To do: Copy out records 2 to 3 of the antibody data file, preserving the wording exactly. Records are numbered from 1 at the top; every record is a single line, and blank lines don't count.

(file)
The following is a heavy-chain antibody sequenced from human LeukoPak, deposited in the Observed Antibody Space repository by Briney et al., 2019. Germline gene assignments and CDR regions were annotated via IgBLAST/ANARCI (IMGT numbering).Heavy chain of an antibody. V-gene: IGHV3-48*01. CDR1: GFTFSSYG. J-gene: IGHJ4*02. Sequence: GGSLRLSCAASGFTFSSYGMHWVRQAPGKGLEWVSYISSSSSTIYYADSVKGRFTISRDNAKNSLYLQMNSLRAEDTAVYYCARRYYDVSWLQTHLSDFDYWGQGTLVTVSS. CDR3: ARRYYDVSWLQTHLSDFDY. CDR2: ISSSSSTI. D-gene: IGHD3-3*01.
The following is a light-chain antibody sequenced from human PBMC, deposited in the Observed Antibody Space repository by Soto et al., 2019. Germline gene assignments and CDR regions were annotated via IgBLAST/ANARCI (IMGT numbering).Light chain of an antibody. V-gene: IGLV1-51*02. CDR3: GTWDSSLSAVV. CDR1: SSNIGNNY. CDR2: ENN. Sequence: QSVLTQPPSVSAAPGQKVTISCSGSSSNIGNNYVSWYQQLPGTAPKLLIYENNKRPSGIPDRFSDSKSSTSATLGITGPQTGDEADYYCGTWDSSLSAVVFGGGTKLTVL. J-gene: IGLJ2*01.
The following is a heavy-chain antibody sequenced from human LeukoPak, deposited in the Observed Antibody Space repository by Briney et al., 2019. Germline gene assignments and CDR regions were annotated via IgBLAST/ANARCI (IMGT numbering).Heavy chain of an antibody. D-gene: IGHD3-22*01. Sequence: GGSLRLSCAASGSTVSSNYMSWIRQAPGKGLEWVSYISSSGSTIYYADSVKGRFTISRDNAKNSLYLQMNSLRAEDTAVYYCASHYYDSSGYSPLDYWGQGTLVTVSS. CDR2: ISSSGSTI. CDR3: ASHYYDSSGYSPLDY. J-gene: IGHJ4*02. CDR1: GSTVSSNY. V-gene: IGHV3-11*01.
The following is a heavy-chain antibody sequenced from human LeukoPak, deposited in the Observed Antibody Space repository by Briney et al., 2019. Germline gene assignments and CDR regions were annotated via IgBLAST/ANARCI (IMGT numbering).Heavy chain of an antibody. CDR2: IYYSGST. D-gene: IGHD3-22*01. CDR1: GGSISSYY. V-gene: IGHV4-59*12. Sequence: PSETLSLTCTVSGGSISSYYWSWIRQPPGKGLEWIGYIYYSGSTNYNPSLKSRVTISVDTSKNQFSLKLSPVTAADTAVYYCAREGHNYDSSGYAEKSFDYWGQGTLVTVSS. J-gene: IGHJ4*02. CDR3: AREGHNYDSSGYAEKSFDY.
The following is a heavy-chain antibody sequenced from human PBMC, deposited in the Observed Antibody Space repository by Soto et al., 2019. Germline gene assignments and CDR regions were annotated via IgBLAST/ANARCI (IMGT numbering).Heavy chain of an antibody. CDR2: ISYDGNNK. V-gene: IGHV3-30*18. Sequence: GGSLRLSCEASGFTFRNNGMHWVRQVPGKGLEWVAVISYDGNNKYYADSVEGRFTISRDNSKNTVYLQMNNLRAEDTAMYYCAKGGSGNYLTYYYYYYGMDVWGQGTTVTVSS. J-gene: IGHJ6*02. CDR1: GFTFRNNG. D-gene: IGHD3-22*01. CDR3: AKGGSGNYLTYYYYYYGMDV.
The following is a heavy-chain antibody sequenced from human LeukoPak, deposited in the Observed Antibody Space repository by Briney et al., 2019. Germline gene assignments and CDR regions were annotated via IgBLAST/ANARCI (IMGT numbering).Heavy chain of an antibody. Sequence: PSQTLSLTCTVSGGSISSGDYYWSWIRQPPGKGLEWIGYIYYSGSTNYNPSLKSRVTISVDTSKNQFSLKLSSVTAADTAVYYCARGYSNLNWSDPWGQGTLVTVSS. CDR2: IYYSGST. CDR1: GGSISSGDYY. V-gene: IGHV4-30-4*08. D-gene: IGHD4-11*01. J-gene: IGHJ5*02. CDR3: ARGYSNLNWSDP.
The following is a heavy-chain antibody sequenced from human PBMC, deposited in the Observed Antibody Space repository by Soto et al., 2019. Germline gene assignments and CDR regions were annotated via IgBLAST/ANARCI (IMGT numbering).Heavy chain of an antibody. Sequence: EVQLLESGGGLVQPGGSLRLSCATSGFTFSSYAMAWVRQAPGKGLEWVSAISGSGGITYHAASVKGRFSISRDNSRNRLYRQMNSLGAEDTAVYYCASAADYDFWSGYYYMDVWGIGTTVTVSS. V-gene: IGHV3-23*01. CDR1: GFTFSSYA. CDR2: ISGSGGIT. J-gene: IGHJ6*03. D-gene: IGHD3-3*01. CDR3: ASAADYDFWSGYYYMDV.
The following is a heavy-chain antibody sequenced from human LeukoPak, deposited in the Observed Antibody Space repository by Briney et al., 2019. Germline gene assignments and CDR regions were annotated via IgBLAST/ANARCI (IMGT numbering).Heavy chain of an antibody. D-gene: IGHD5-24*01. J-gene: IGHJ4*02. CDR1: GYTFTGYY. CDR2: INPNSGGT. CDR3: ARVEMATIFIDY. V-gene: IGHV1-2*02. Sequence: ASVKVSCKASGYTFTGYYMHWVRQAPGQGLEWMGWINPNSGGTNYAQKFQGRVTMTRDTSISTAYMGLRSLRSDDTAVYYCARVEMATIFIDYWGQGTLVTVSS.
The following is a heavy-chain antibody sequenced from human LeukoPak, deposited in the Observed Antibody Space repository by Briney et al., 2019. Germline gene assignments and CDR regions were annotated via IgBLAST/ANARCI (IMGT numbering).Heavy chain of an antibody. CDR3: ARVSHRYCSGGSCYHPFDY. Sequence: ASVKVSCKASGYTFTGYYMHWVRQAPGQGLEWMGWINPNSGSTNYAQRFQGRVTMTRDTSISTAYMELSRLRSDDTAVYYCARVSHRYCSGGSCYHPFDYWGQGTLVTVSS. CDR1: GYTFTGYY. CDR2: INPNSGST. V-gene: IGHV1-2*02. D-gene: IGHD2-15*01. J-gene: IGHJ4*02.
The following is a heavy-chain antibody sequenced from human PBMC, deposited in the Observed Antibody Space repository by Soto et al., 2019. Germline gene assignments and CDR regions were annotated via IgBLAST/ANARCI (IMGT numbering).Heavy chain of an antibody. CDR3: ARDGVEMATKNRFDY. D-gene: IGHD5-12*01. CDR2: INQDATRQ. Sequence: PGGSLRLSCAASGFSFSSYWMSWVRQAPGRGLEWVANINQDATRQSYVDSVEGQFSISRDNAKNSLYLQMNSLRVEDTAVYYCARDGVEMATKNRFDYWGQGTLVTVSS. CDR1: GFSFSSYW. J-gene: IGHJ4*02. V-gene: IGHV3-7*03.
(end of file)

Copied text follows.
The following is a light-chain antibody sequenced from human PBMC, deposited in the Observed Antibody Space repository by Soto et al., 2019. Germline gene assignments and CDR regions were annotated via IgBLAST/ANARCI (IMGT numbering).Light chain of an antibody. V-gene: IGLV1-51*02. CDR3: GTWDSSLSAVV. CDR1: SSNIGNNY. CDR2: ENN. Sequence: QSVLTQPPSVSAAPGQKVTISCSGSSSNIGNNYVSWYQQLPGTAPKLLIYENNKRPSGIPDRFSDSKSSTSATLGITGPQTGDEADYYCGTWDSSLSAVVFGGGTKLTVL. J-gene: IGLJ2*01.
The following is a heavy-chain antibody sequenced from human LeukoPak, deposited in the Observed Antibody Space repository by Briney et al., 2019. Germline gene assignments and CDR regions were annotated via IgBLAST/ANARCI (IMGT numbering).Heavy chain of an antibody. D-gene: IGHD3-22*01. Sequence: GGSLRLSCAASGSTVSSNYMSWIRQAPGKGLEWVSYISSSGSTIYYADSVKGRFTISRDNAKNSLYLQMNSLRAEDTAVYYCASHYYDSSGYSPLDYWGQGTLVTVSS. CDR2: ISSSGSTI. CDR3: ASHYYDSSGYSPLDY. J-gene: IGHJ4*02. CDR1: GSTVSSNY. V-gene: IGHV3-11*01.